2.03 Assignment. To further secure the full and punctual payment and performance of all present and future Indebtedness, up to the maximum amount outstanding at any time...Mortgagor does hereby absolutely, irrevocably and unconditionally pledge, pawn, assign, transfer and assign to Mortgagee all monies which accrue after 7:00 a.m. Central Mortgagor's interest in the Mineral Properties and all present and future rents therefrom...and all proceeds of the Hydrocarbons...and of the products obtained, produced or processed from or attributable to the Mineral Properties now or hereafter (which monies, rents and proceeds are referred herein as the "Proceeds of Runs"). Mortgagor hereby authorizes and directs all obligors of any Proceeds of Runs to pay and deliver to Mortgagee, upon request therefor by Mortgagee, all of the Proceeds of Runs...accruing to Mortgagor's interest[.] (Emphasis in original).
5.02 Remedies.
(b) Upon the occurrence of any Event of Default, Mortgagee may take such action, without notice or demand, as it deems advisable to protect and enforce its rights against Mortgagor and in and to the Collateral...
5.05 Sale. Upon the occurrence of an Event of Default, Mortgagee may exercise all rights of a secured party under the UCC and other applicable law...and, in addition, Mortgagee may, without being required to give any notice, except as herein provided or as may be required by mandatory provisions of law, sell the Collateral or any part thereof at public or private sale, for cash, upon credit or future delivery, and at such price or prices as Mortgagee may deem satisfactory. Mortgagee may be the purchaser of any or all of the Collateral so sold at any public sale...Upon any such sale, Mortgagee shall have the right to deliver, assign and transfer to the purchaser thereof the Collateral so sold[.]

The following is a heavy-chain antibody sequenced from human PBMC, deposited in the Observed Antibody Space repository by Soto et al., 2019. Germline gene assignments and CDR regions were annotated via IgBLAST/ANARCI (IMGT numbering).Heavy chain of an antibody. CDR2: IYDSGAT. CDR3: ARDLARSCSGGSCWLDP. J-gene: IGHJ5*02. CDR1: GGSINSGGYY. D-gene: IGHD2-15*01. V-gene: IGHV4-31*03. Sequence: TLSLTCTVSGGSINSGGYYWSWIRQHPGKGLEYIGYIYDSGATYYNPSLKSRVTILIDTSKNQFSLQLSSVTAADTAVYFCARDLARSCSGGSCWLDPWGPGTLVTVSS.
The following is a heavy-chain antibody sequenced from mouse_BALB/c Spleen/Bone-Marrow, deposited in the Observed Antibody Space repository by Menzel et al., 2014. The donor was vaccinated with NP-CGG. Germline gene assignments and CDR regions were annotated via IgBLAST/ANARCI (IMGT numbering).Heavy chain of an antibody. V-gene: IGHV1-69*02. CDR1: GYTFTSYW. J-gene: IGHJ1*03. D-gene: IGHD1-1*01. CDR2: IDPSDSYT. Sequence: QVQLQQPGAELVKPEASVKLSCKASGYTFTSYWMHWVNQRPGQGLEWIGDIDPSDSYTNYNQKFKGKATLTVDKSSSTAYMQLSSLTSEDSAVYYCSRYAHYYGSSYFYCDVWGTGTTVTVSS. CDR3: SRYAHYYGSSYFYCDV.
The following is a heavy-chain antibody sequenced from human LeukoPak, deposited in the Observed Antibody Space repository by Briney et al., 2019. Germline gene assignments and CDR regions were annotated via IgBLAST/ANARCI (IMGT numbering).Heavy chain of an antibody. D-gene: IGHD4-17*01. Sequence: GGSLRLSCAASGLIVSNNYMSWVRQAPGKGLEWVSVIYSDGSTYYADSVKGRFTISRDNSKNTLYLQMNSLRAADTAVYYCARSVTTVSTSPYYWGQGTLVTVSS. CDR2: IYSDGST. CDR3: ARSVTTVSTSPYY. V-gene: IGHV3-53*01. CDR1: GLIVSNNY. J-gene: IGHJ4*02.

The court of appeal rejected the argument that the lease was transferred to Wells Fargo by assignment. Because the mortgage did not transfer Cubic's working interest in the land, the court of appeal found an assignment did not occur. It held:

The language of the mortgage shows the purpose of the instrument was for Cubic to secure its loans with Wells Fargo by granting Wells Fargo a continuing security interest in multiple mineral leases, which included Gloria's Ranch's lease. In the event Cubic defaulted on its loans, the mortgage gave Wells Fargo the right to seize and sell the lease to satisfy the debt. As such, we find the use of the word "assign" in the Hypothecation clause does not deprive the mortgage of its ...